Cantwell, Murray Call on Trump Administration to Rescind Rule on ‘Junk’ Health Insurance Plans That Can Exclude Protections for Pre-Existing Conditions
Senators urge the administration to protect Americans’ health care
WASHINGTON, D.C. – U.S. Senators Maria Cantwell (D-WA) and Patty Murray (D-WA) joined 45 other senators urging the Trump administration to halt the implementation of a health care proposal that could threaten access to quality, affordable care for people in Washington state, especially those with pre-existing conditions. The proposal would mean the expansion of previously limited short-term health insurance plans to year-long “junk” plans that can exclude basic health benefits including hospitalization, prescription drugs, maternity care, and substance abuse treatment.
During the open comment period on the proposed rule, patient advocates, health providers, and others overwhelmingly condemned the administration’s plan, asserting the expanded sale and marketing of short-term “junk plans” will negatively affect coverage.
“On the proposal to expand the sale and marketing of short-term, ‘junk plans,’ as we previously expressed, this rule could harm people with pre-existing conditions, raise costs on older Americans, and promote plans that exclude basic benefits including hospitalization, prescription drugs, mental health services, substance abuse treatment, and maternity care,” the senators wrote in a letter to the secretaries of the Treasury, Health and Human Services, and Labor. “…This rule should not be finalized and implemented because it threatens access to quality, affordable care for millions of Americans. Instead, we ask you again to work with us to improve our health care system and lower health care costs for American families.”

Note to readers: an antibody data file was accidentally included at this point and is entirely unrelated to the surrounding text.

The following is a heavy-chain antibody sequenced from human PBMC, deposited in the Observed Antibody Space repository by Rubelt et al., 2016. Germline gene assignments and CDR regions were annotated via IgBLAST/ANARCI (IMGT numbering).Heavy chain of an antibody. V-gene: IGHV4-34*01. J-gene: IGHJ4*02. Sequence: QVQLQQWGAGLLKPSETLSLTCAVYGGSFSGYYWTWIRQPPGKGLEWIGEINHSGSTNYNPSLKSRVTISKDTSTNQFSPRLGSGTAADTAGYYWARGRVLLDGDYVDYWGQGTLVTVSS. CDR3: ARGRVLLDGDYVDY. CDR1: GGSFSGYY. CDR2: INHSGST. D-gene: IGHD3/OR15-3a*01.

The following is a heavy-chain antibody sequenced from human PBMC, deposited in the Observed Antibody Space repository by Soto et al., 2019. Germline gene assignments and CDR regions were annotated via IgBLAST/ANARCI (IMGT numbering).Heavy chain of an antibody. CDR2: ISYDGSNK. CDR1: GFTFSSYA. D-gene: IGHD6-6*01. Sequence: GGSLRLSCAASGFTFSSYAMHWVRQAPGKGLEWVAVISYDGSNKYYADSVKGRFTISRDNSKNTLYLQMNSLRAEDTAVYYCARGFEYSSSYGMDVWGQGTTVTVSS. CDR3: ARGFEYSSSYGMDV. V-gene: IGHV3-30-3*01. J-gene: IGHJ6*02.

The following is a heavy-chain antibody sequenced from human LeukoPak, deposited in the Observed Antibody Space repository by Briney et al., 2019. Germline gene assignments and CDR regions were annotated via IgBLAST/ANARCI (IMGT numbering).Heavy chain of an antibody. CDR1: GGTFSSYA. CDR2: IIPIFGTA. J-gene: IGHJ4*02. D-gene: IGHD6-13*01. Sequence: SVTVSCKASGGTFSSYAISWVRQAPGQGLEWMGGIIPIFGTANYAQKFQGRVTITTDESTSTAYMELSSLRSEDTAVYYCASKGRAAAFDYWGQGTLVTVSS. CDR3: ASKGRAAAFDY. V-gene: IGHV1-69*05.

The senators expressed serious concerns with the administration’s plan to allow the sale and marketing of short-term “junk” health insurance plans, citing the Los Angeles Times’ analysis that found the comments submitted to the Center for Medicare and Medicare Services about the rule were overwhelmingly critical, and that “[n]ot a single group representing patients, physicians, nurses or hospitals voiced support in the public comments for the two Trump administration proposals.”
The senators previously raised their concerns to the administration in April, saying the new rule would hurt Americans’ health coverage.
The Times’ analysis found that 233 patient and consumer advocates, 17 physician groups, 30 nursing associations, 11 hospital groups, and 41 groups representing other medical providers, such as physical therapists, social workers, physician assistants, and multiple sclerosis clinics, filed critical comments. More than 98% of the health care groups that commented on the proposal expressed criticism, in many cases warning that the rule could gravely hurt sick patients.
The administration’s rule would expand the three month limited-duration insurance plans intended to fill temporary gaps in coverage to 12 month plans or beyond, creating a permanent market for these bare-bones plans. These short-term plans allow insurance companies to skirt the requirements that they protect patients with pre-existing conditions, letting them force families to fill out medical questionnaires when applying, which are often used to deny coverage or charge more based on a pre-existing condition.
The full text of the letter can be found HERE.
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